Weiss v. Lonnquist

Decision Date14 December 2009
Docket NumberNo. 62754-6-I.,62754-6-I.
CourtWashington Court of Appeals
PartiesReba WEISS, a single person, Respondent, v. Judith A. LONNQUIST, a single person, and Law Offices of Judith A. Lonnquist, P.S. a Washington professional services corporation, Appellants.

Elizabeth L. Van Moppes, Law Offices of Elizabeth Van Moppes, Seattle, WA, for Appellants.

Judith A. Lonnquist, Law Offices of Judith A. Lonnquist, P.S., Seattle, WA, pro se.

Robert B. Gould, Attorney at Law, Seattle, WA, for Respondent.


¶ 1 Where a fixed term employment contract expires and the employee continues to render the same services provided under the previous agreement, a court will presume that the employee is serving under a new, implied contract having the same terms and conditions as contained in the expired contract. However, where it is clear that the implied contract does not have the same terms and conditions as the earlier agreement, there is no basis to presume that the contracting parties necessarily renewed any specific term of the prior agreement. Because the evidence in the record and the pleadings herein establish that Judith Lonnquist and Reba Weiss did not completely renew the terms of Weiss's written, fixed-term employment contract after Lonnquist terminated it, there is no basis to presume that the parties subsequently entered into an implied agreement to arbitrate Weiss's employment-related claims as was provided for in the terminated contract. Inasmuch as a court cannot compel litigants to arbitrate claims unless they agreed to do so, the trial court correctly denied Lonnquist's motion to compel arbitration. Accordingly, we affirm.


¶ 2 On November 1, 2005, Weiss and Lonnquist executed a fixed-term employment contract ("the 2005 contract" or "the employment contract") employing Weiss as a full-time attorney with Lonnquist's law firm, the Law Office of Judith A. Lonnquist, P.S., a Seattle firm focusing on labor and employment matters.1 According to the contract, Weiss would be "of counsel" to the firm, receive an annual base salary of $80,000 and employee benefits, and have a minimum billable hours target of 32 hours per week or 1,600 hours per year. The parties specified that "this Agreement shall be one year, from November 1, 2005 through October 31, 2006." The parties further specified two conditions under which the employment contract could be terminated during its term. First, the contract provided that Lonnquist had the right to immediately terminate Weiss's employment "for cause." Second, it provided that either party was entitled to terminate Weiss's employment without cause upon 30 days' written notice.2 Finally, the contract contained an arbitration clause in which the parties agreed that "[a]ny dispute arising under this Agreement ... shall be submitted first to mediation and if still unresolved, to binding arbitration."3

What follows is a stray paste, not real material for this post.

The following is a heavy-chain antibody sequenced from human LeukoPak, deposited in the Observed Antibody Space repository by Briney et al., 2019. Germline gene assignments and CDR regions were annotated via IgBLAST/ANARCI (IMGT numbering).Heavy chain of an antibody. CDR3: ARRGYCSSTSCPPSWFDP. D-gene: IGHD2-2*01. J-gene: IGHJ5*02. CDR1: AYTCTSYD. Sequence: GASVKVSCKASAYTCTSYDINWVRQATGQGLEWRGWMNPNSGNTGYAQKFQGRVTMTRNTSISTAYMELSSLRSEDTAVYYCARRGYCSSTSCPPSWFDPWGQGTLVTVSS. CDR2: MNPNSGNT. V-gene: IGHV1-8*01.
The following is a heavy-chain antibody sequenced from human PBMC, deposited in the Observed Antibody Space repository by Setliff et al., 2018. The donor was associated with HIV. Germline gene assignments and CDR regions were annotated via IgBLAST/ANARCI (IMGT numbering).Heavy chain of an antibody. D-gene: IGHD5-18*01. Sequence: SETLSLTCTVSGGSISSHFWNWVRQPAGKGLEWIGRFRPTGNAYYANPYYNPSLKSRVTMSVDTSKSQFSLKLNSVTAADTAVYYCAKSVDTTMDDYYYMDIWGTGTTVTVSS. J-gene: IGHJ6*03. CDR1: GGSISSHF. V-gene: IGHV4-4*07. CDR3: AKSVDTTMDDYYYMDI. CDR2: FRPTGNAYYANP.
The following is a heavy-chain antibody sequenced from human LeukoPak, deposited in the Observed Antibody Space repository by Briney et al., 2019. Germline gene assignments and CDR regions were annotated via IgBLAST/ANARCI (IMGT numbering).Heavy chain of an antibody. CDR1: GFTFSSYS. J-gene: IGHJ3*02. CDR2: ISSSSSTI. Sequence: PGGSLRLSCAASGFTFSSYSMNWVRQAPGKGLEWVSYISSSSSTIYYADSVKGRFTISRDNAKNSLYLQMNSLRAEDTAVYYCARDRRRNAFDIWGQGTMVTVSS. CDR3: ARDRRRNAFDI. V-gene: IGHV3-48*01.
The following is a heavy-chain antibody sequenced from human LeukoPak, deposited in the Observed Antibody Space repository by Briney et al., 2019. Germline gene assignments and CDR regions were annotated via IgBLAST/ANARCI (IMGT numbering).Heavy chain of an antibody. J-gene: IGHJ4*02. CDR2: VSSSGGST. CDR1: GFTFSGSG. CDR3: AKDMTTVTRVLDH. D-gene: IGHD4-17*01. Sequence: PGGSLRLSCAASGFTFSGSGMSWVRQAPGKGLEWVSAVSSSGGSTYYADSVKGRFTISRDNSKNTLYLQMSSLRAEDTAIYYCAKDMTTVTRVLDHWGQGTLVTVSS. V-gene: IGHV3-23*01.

¶ 3 Approximately nine months after executing the employment contract, Lonnquist decided to terminate it, supposedly because Weiss failed to meet billable hours targets. On July 14, 2006, Lonnquist provided Weiss with 30 days' notice of her intent to terminate the employment contract as of August 13, 2006. Lonnquist did not, however, terminate Weiss's employment with the firm. Weiss continued to work as an employee of the firm, apparently earning the same salary and benefits and subject to the same minimum billable hours targets as were provided in the now-terminated 2005 contract.